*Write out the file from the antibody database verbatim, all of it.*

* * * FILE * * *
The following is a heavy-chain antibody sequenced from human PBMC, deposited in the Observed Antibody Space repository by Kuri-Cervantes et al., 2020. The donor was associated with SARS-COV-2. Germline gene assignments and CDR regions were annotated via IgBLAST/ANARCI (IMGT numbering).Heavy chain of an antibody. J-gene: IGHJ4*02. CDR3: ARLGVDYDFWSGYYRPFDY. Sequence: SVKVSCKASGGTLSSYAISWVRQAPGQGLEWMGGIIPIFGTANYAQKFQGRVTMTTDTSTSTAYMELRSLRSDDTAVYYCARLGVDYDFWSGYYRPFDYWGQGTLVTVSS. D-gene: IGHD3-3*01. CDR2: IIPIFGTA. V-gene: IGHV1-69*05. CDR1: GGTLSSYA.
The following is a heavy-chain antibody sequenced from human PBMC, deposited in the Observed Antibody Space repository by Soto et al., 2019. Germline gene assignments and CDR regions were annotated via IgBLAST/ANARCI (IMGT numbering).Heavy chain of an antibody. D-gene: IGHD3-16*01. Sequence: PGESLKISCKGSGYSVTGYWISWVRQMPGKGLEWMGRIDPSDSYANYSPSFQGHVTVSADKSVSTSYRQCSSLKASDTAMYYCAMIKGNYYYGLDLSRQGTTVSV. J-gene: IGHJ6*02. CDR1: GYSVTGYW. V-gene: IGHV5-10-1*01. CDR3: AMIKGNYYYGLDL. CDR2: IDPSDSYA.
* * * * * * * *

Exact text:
The following is a heavy-chain antibody sequenced from human PBMC, deposited in the Observed Antibody Space repository by Kuri-Cervantes et al., 2020. The donor was associated with SARS-COV-2. Germline gene assignments and CDR regions were annotated via IgBLAST/ANARCI (IMGT numbering).Heavy chain of an antibody. J-gene: IGHJ4*02. CDR3: ARLGVDYDFWSGYYRPFDY. Sequence: SVKVSCKASGGTLSSYAISWVRQAPGQGLEWMGGIIPIFGTANYAQKFQGRVTMTTDTSTSTAYMELRSLRSDDTAVYYCARLGVDYDFWSGYYRPFDYWGQGTLVTVSS. D-gene: IGHD3-3*01. CDR2: IIPIFGTA. V-gene: IGHV1-69*05. CDR1: GGTLSSYA.
The following is a heavy-chain antibody sequenced from human PBMC, deposited in the Observed Antibody Space repository by Soto et al., 2019. Germline gene assignments and CDR regions were annotated via IgBLAST/ANARCI (IMGT numbering).Heavy chain of an antibody. D-gene: IGHD3-16*01. Sequence: PGESLKISCKGSGYSVTGYWISWVRQMPGKGLEWMGRIDPSDSYANYSPSFQGHVTVSADKSVSTSYRQCSSLKASDTAMYYCAMIKGNYYYGLDLSRQGTTVSV. J-gene: IGHJ6*02. CDR1: GYSVTGYW. V-gene: IGHV5-10-1*01. CDR3: AMIKGNYYYGLDL. CDR2: IDPSDSYA.